Sam Uretsky

Hidden Costs of Health Care

It’s not right to say “this is the problem” because nobody knows what the problem really is, but then not knowing what the problem is is a problem, so, in a way, this is the problem. Our national fear of taxes has created a system where taxes are hidden in all sorts of unlikely places, which, of course, raises taxes.

Consider the telephone bill. Telephone service is essential, and there’s a legitimate public need to let everybody have affordable access to basic phone service, so that it’s not unreasonable to have people who live in areas where high population density makes providing telephone service very efficient pay extra to subsidize those who live in areas of low population density.

In order to keep rural costs at a reasonable level, governments have authorized surcharges, extra costs tacked onto phone bills that have to be paid, just like taxes, but aren’t taxes. That’s important, because Reagan’s legacy left us afraid of taxes. We don’t have taxes or rate increases, since we don’t like those either, but we have surcharges for number portability, to help phone companies cover the costs of letting people keep their same phone number when they move or change carrier. Surcharges help cover the costs of providing service to rural areas, providing 911 emergency services and to help some non-profit institutions keep their costs down. There are surcharges for the costs of providing service to the elderly poor. All of these programs are worthwhile, and none of them are paid for with “your tax dollars.”

Of course that makes it harder to figure out the real cost of telephone service, and probably keeps a few thousand bookkeepers busy trying to figure out which dollar goes to what line on the spreadsheet, but it helps keep us from paying higher taxes and the local Public Service Commission hasn’t approved a rate increase, so everything is good.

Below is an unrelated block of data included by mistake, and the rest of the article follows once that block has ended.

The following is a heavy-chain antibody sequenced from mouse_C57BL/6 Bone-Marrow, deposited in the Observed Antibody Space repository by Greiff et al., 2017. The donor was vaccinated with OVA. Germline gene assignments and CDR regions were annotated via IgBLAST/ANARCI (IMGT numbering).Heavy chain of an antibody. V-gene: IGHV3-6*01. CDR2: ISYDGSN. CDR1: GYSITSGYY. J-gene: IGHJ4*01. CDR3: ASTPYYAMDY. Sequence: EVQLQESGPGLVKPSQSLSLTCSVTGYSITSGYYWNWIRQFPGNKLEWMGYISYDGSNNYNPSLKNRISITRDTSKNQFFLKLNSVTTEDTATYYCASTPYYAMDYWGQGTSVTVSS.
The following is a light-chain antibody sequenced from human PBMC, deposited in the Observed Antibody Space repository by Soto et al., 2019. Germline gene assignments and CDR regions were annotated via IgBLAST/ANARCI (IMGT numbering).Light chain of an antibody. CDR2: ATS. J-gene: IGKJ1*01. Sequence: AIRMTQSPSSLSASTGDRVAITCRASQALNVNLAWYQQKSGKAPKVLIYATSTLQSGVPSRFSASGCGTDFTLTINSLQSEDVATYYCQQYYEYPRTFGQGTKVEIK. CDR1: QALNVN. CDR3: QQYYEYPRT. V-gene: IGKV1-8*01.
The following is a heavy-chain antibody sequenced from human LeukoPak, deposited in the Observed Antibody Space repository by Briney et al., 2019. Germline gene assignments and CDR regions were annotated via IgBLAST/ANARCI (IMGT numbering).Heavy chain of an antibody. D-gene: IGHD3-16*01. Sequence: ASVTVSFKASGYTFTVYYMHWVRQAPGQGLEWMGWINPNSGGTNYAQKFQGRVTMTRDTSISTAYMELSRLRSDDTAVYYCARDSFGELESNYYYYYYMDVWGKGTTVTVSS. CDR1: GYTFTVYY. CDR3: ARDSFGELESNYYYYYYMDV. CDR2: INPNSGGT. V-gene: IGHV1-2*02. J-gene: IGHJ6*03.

If phone bills are bad, health costs are worse. There are 46 million people who don’t have any form of health coverage. We have Medicaid for the poor, and private plans for the relatively well off, but no programs for the not-poor-enough. Since it would be immoral to let the uninsured go without care, hospital emergency rooms have to treat patients without regard for ability to pay, but because the hospitals can’t afford to give away their services, there’s an extra charge on the insurance payments.

ERs are a lot more expensive than routine visits to a physician, but that’s our system. Even though the ERs have to treat those who can’t afford to pay, they do send bills and hire bill collectors, which adds to the costs. There’s a haunting statistic that two-thirds of all bankruptcies were caused by high medical costs. In most cases, the people affected had insurance, but were still done in by the fees, denials and co-payments. When somebody goes bankrupt, everybody loses, so that some share of the medical costs get picked up by everybody else — the telephone company, the mortgage lender, the credit card company — basically anybody who didn’t hold out for cash.

Bottom line: we’ve created a system so convoluted that we have no idea what the real costs of health care are. We have statistics showing that the US pays almost twice as much for health care as every other modern nation. The way costs are spread out, we really have no idea what health care costs us. If an insurer refuses to pay for a procedure, which drives your neighbor into bankruptcy, which leads to foreclosure on his house, which leads to a drop in the value of your house, are you paying part of the cost of our health care system, or lack thereof? We’ve hidden the costs so well that we may never find them.

Congress is debating health care reform, and going through sticker shock looking at the projections for covering the uninsured — even though the rest of the world had already come up with a variety of systems each of which offers longer, healthier lives than we’ve been able to manage, and the best argument anybody has found against a Canadian- or European-style system is that government would be making decisions, although looking at the lobbying efforts of the insurance companies and the pharmacy, government doesn’t do much deciding on its own. A single-payer health care system would be expensive, but compared to what, when we have no idea what we’re paying now.

Sam Uretsky is a writer and pharmacist living on Long Island, N.Y.

From The Progressive Populist, August 15, 2009

Home Page

Subscribe to The Progressive Populist

Copyright © 2009 The Progressive Populist.